Christians are called to overcome apathy, discouragement and pretentions of self-sufficiency by letting God enter into their hearts, making them joyful, merciful and strong, Pope Francis said in his message for Lent 2015.
The Church of England has this week intervened directly for the first time in a general election campaign urging people to consider carefully why they vote.
Cardinal Vincent Nichols welcomed the Archbishop of Erbil, Bashar Warda, to Westminster Cathedral on Wednesday 11 February 2015.
"We shall overcome," Cardinal Sean O'Malley declared in his homily at the March for Life Mass at the National Shrine in Washington. Having likened the pro-life struggle to the Civil Rights movement, and underlined the biblical imperative for protecting life, he then urged the congregation to resist the temptation to "curse those who advocate for abortions and promote and defend this barbaric practice".
In his annual message to the diplomatic corps at the Vatican, Pope Francis delivered a message of almost unremitting darkness regarding the current state of the world. He began his address by evoking an image from an icon by the mediaeval Russian iconographer Andrei Rublev (c1360-c1430).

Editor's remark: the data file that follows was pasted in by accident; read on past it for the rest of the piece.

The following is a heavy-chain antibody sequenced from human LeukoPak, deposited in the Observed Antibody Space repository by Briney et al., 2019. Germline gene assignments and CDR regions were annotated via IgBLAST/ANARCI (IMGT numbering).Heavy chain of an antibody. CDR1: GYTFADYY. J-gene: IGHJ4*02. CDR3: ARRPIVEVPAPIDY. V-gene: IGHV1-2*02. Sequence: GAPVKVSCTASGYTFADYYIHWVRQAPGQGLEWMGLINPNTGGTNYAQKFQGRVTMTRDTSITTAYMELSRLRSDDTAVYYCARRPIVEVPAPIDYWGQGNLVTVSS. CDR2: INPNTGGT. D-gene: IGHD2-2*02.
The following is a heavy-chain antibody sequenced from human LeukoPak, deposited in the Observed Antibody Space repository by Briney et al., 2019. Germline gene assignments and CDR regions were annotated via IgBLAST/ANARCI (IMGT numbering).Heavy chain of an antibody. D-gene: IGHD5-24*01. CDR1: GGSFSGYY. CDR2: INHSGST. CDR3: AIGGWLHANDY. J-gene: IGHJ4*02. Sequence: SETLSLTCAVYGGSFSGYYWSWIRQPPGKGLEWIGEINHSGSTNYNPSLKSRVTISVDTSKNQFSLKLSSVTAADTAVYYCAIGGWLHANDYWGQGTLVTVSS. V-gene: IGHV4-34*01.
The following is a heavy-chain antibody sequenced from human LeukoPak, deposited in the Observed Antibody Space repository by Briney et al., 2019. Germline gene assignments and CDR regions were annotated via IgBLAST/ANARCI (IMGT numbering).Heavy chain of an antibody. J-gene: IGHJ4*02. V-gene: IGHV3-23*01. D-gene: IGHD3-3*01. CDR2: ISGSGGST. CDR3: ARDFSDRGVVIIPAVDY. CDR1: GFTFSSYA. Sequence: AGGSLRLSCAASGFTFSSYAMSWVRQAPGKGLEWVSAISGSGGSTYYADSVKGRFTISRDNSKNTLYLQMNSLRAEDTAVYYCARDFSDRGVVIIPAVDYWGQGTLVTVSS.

Bishop Edward Braxton of Belleville, Illinois, one of the few African American bishops in the United States, issued a 19-page pastoral letter, “The Racial Divide in the United States: a Reflection for the World Day of Peace 2015”, on New Year’s Day.
Archbishop Tartaglia preached the following homily for the Funeral Mass of Jack and Lorraine Sweeney and of Erin McQuade.
This was the address that left its audience reeling. When Pope Francis finished speaking there was muted applause.
Today with Christ and His people I offer the Sacrifice of the Mass for the victims of the recent siege in Martin Place and their families, commending their souls to Almighty God and praying for eternal rest for them.
The Prince of Wales made another visit to an Eastern congregation whose members have fled persecution that has intensified in recent years. Speaking to mainly Iraqi Chaldean Catholics gathered in Acton, west London, he warned that the availability online of footage of executions by jihadists could take “this so so-called modern age” “into the dark ages”.
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